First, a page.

Table of Contents
Collection Overview +/-
Collection Inventory +/-
box 1, folder 1: 1902 June - 1907 December (Volume 1)
box 1, folder 2: 1908 January - 1912 Janary (Volume 2)
box 1, folder 3: 1912 January - 1915 April (Volume 3)
box 1, folder 4: 1915 May - 1919 March (Volume 4)
box 1, folder 5: 1918 March - 1919 November (Volume 5)
box 2, folder 1: 1919 March - 1923 March (Volume 6)
box 2, folder 2: 1923 March - 1929 April (Volume 7)
box 2, folder 3: 1929 May - 1936 September (Volume 8)
box 2, folder 4: 1936 October - 1941 December (Volume 9)
box 3, folder 1: 1939 September - 1943 April (Volume 10)
box 3, folder 2: 1942 January - 1943 April (Volume 11)
box 3, folder 3: 1943 May - 1946 July (Volume 12)
box 3, folder 4: 1943 May - 1948 February (Volume 13)
box 3, folder 5: 1946 August - 1948 February (Volume 14)
box 4, folder 1: 1948 March - 1965 September (Volume 15)
box 4, folder 2: 1964 September - 1968 June (Volume 16)
Biographical Note/Historical Note +/-
St. Mark's Hospital opened in 1872 under the direction of the Episcopal Church in a two room adobe house on 500 East and 300 South in Salt Lake City. Two years later it admitted its first patients. The 1879 expansion saw the purchase of land and the erection of a new building with room for fifteen beds to better treat the infirm miner lead poisoning, industrial injuries, and typhoid fever.
St. Marks Hospital School of Nursing: On March 24, 1893, the St. Mark's Hospital Board of Directors authorized the establishment of a training school for nurses in connection with the hospital. In 1894, a new 50-bed St. Mark's hospital opened with a nurses training program at 200 North 700 West. Twenty-three year old, Miss Mary Edith Newitt, a recent graduate of New York City's St. Luke's Training School, served as the head nurse. The first class of four nurses graduated from the two year program in 1896. While St. Mark's Nursing School began as a two-year program, a third year was added in 1898. Between 1892 and 1898, the hospital more than doubled its capacity when it added a new wing to house the surgical, medical, and women's wards.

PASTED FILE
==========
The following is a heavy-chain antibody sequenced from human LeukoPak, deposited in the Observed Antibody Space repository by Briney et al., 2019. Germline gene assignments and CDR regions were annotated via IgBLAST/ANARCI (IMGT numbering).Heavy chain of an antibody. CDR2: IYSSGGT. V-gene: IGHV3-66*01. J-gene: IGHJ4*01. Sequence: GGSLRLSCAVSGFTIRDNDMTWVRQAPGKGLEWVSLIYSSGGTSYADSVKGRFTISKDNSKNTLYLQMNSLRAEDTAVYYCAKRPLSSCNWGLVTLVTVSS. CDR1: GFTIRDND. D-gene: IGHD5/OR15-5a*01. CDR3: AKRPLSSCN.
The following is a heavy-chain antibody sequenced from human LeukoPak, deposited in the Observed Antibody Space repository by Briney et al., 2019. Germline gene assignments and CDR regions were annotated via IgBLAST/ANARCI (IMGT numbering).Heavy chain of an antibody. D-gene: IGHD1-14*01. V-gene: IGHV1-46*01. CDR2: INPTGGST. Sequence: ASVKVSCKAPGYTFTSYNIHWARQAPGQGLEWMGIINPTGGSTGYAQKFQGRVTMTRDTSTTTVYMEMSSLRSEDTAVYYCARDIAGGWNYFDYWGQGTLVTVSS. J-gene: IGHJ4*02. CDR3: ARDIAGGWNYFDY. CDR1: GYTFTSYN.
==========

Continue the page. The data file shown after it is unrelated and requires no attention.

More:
The nursing students were initially housed in a cottage owned by the hospital on Reed Street, later they lived in the basement of the new wing, and finally they moved into a new three-story residence constructed in 1906. The Nurses Home was opened on May 8, 1907, as a memorial to Episcopal Bishop Abel Leonard. Its first floor apartments housed the head nurse, the assistant head nurse, and the night nurse plus a living room, while the second and third floors housed the nursing students.
The school's curriculum evolved as state and national standards and trends changed. Initially, the program required extensive clinical training and little classroom work. New students were assigned to the hospital a day after their arrival. Student nurses, known as probationers, spent their first year assisting in general cleaning, food preparation, and other tasks as well as nursing. Each nurse was assigned to a particular ward on regular rotations. Between 1896 and 1920, more than 200 nurses graduated from St. Mark's. Students worked twelve hours per day and attended classes in the evening. Students were provided board and lodging, reasonable laundry and a monthly allowance of $5 for the purchase of uniforms and textbooks and to meet other expenses. In 1927, requirements were tightened requiring high school diplomas for students to be admitted into the program. From 1914 to 1966, clinical work requirements fell from seventy-six hours per week to twenty-eight hours while total classroom hours increased from 208 to 1,543.